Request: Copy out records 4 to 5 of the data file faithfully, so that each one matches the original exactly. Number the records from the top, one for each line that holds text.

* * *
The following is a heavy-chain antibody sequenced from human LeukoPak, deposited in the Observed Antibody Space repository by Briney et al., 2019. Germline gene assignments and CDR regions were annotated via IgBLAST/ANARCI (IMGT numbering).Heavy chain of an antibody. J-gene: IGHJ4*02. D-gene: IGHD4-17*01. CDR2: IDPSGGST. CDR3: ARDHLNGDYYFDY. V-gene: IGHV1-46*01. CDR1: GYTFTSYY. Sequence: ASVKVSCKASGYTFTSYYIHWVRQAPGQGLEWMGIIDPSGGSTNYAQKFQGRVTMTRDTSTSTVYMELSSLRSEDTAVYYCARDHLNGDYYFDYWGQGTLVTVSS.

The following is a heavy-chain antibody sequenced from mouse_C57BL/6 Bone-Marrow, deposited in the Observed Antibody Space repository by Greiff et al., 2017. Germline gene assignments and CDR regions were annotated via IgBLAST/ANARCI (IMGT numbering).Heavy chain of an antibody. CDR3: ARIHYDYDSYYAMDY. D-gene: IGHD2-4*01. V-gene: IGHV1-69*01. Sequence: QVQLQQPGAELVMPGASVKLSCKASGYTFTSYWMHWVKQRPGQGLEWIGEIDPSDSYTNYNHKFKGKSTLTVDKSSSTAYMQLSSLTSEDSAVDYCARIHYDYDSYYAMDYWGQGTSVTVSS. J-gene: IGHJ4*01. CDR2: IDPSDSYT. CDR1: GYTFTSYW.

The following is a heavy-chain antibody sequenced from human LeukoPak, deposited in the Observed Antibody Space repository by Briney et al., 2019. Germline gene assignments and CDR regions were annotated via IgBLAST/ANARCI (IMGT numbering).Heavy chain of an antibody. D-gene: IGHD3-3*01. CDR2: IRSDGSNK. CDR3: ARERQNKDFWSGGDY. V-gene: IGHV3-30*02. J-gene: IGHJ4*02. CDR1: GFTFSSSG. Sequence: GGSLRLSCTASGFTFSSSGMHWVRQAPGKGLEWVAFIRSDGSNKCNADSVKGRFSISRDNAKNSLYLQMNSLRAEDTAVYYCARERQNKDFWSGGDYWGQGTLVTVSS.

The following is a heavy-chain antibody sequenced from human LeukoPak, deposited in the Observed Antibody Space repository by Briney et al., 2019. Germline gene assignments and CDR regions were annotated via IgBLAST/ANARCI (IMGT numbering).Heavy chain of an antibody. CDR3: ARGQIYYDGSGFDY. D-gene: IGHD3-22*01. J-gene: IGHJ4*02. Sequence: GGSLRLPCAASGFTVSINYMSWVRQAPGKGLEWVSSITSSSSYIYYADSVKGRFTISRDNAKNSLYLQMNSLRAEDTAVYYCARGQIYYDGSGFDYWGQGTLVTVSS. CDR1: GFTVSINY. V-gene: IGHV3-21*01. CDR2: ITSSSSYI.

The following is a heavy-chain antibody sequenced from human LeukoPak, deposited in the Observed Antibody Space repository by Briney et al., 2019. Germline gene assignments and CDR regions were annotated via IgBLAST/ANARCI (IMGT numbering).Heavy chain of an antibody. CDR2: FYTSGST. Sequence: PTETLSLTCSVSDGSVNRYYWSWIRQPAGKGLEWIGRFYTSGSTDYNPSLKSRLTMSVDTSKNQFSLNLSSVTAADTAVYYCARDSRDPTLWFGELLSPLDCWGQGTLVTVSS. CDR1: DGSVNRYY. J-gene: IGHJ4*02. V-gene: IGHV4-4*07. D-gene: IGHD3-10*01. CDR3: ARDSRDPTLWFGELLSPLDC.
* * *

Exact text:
The following is a heavy-chain antibody sequenced from human LeukoPak, deposited in the Observed Antibody Space repository by Briney et al., 2019. Germline gene assignments and CDR regions were annotated via IgBLAST/ANARCI (IMGT numbering).Heavy chain of an antibody. CDR3: ARGQIYYDGSGFDY. D-gene: IGHD3-22*01. J-gene: IGHJ4*02. Sequence: GGSLRLPCAASGFTVSINYMSWVRQAPGKGLEWVSSITSSSSYIYYADSVKGRFTISRDNAKNSLYLQMNSLRAEDTAVYYCARGQIYYDGSGFDYWGQGTLVTVSS. CDR1: GFTVSINY. V-gene: IGHV3-21*01. CDR2: ITSSSSYI.

The following is a heavy-chain antibody sequenced from human LeukoPak, deposited in the Observed Antibody Space repository by Briney et al., 2019. Germline gene assignments and CDR regions were annotated via IgBLAST/ANARCI (IMGT numbering).Heavy chain of an antibody. CDR2: FYTSGST. Sequence: PTETLSLTCSVSDGSVNRYYWSWIRQPAGKGLEWIGRFYTSGSTDYNPSLKSRLTMSVDTSKNQFSLNLSSVTAADTAVYYCARDSRDPTLWFGELLSPLDCWGQGTLVTVSS. CDR1: DGSVNRYY. J-gene: IGHJ4*02. V-gene: IGHV4-4*07. D-gene: IGHD3-10*01. CDR3: ARDSRDPTLWFGELLSPLDC.